The act of silencing is an act of violence. The abuse of power permitted by privilege is an act of violence. Talking about it is no more inappropriate than talking about sexual violence. Racism must not be treated like the molesting uncle in the family whose public acceptance is bought by the suppression of his victim’s voices. It is more shameful to be silent about the violence that to feel ashamed about its existence. Denial only aids the oppressor, and hurts the survivor.

As we confront our own unthinking prejudices and strive to become better allies to each other, we are very aware of the magnitude of what we are asking of you.

So --

THIS is how we feel. What are you going to do with this knowledge?

-- us, March 9, 2009 (

From part 9: March 9

A Statement about the Protection of White Walls

We have done our best to ensure no harm comes to the building. Your worry for the “safety of...the building...being compromised” implies a threat that is out of proportion to the cosmetic injuries of peeling paint. Part of what we are protesting is that the resources that we students pay for have not been used to give us the anti-racist protection we need—in that regard, the money we have spent on this protest serves us better than our money that the University will spend on fresh paint.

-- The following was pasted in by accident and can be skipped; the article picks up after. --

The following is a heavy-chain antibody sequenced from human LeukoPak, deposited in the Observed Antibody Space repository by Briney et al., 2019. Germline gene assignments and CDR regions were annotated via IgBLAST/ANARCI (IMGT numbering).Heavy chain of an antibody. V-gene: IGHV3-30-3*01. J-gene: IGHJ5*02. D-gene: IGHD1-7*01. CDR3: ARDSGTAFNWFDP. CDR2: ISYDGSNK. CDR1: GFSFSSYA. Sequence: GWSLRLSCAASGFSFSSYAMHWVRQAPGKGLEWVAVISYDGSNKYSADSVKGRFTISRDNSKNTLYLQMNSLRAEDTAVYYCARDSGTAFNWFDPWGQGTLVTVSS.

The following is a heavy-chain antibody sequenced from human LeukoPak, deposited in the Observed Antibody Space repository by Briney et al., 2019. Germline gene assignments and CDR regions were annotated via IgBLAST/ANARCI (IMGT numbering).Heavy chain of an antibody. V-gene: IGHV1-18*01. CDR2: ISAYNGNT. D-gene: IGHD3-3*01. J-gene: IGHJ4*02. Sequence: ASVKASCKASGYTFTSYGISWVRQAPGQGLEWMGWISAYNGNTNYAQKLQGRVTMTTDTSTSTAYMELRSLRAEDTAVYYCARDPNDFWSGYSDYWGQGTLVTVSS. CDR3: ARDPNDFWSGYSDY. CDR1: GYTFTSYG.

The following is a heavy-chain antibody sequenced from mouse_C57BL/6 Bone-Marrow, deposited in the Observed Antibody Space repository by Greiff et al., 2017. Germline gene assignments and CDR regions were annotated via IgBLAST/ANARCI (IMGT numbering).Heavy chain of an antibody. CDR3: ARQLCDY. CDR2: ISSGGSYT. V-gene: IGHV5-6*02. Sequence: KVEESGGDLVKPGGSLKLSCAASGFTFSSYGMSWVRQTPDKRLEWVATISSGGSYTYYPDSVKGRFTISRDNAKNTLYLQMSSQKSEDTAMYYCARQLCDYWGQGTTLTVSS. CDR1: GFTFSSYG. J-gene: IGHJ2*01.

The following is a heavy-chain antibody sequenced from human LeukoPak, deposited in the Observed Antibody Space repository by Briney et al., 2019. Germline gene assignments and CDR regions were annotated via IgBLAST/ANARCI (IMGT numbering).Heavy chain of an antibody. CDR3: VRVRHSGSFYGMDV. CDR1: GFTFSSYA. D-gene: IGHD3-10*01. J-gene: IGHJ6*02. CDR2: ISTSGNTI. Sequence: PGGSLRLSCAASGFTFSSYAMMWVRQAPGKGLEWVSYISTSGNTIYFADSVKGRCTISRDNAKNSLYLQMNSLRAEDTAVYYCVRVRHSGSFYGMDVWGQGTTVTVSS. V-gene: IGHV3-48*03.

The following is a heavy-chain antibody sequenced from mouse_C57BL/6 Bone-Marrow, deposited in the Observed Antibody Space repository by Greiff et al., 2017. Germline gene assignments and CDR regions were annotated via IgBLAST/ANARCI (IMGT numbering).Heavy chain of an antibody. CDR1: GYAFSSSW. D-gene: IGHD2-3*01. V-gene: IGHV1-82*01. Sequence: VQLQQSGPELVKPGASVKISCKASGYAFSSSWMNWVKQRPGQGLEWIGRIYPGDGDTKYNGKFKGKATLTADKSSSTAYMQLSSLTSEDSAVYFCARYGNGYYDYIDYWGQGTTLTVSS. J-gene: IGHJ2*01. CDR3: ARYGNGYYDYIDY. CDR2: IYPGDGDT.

We are saddened that being complicit with bureaucracy forces a real person to take a stance that says “We care more about the safety of paint than we do about Anti-racist protest.”

We will try to use the sort of mounting adhesives you ask us to, while observing the irony in us complying, at our considerable financial expense, with your demand to protect the assets the abusive system values over our protests at its failure to use the money we give it to satisfactorily protect and serve us.

If the program is indeed supportive of the material on the walls, then we suggest you actively demonstrate that support by supplying the adhesives you would like to be used, and replacing it on all the existing material.